The country’s most famous inmate is free. O.J. Simpson’s release highlights the challenges of leaving prison, saddled with multiple felony convictions. I would know. It’s hard to re-enter society, but it might be easier for those returning citizens, like Simpson, whose NFL pension and luxury homes, along with the prospect of the new iPhone, await him, compared with the likely transition for those who will return to poverty.
Like Simpson, when I came home from prison in 2014, after serving more than six years for identity-theft-related crimes, I had resources: money, my family’s support, a driver’s license that my parents had renewed in my absence. I had a safe, warm, and free place to stay as long as I needed to.
Where I floundered — and where Simpson may struggle, too — was technology. The years 2008 to 2014 might have been the worst time to live outside of society from a technological perspective. During that time the smartphone became ubiquitous. Twitter, Instagram, and Facebook all reached critical mass. I hadn’t used Facebook before I was incarcerated but I learned about the platform by reading Facebook for Dummies, which is like learning to swim on dry land.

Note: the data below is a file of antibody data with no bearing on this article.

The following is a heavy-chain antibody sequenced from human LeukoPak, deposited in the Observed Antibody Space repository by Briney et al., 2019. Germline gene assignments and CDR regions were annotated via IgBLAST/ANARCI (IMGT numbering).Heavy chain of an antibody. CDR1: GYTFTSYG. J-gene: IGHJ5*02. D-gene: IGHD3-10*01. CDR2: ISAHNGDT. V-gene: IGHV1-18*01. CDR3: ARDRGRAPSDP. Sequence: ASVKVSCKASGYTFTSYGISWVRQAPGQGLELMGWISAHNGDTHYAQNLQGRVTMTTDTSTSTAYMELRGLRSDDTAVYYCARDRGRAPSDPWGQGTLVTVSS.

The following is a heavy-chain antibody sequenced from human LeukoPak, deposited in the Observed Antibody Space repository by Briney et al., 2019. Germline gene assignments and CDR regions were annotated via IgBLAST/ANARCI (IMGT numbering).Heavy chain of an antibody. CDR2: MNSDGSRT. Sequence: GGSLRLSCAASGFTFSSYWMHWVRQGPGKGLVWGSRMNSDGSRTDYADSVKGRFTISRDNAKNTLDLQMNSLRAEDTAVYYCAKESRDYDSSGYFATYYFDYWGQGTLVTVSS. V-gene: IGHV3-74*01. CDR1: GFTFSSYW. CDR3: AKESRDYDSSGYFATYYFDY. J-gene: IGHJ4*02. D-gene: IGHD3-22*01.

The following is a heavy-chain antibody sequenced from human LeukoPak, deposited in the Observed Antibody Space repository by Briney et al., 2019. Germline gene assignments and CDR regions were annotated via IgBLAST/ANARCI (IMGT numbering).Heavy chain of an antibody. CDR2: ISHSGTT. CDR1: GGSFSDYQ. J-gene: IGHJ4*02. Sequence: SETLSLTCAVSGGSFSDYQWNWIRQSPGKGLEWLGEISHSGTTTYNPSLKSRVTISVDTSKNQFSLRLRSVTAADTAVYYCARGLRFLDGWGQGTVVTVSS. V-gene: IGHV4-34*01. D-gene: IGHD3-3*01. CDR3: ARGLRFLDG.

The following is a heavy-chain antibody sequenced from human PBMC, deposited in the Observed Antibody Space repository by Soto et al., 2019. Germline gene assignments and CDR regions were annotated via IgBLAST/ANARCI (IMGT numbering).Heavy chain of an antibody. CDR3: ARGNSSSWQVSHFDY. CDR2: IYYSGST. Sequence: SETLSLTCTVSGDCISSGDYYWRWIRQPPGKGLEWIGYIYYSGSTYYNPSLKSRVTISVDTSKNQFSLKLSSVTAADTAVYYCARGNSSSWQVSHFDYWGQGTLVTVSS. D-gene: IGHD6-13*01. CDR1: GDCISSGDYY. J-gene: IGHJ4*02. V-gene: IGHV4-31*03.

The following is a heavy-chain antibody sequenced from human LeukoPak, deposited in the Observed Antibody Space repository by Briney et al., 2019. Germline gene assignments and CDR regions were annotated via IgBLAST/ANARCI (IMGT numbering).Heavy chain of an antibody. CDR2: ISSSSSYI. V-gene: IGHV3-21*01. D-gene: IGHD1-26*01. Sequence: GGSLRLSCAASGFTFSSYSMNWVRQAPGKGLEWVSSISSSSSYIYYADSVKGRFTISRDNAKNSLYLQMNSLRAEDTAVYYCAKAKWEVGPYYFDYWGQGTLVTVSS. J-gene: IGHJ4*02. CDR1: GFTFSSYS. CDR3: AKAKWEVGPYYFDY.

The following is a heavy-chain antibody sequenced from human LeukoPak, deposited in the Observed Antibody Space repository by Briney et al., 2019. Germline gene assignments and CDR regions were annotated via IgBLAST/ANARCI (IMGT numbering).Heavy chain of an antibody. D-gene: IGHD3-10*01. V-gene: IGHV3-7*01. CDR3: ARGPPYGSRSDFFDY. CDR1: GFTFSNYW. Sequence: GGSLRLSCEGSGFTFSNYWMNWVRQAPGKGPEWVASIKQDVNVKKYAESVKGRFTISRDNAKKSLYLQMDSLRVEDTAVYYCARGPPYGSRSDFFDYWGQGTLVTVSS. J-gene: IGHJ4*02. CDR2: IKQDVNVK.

Dealing with the device was hard enough — I tapped when I should have swiped, swiped when I should have stopped — but not knowing the hierarchy of platforms and chat/messaging abbreviations branded me an outsider more brightly than felony convictions. I was so lost I couldn’t find my app with both hands. FML. That’s the one to use, right?
Even with all the advantages I had compared with other former prisoners, I would have been far better prepared for society if I had been primed for social media use prior to coming home.
While the United States remains focused on the front end of criminal cases with attorney…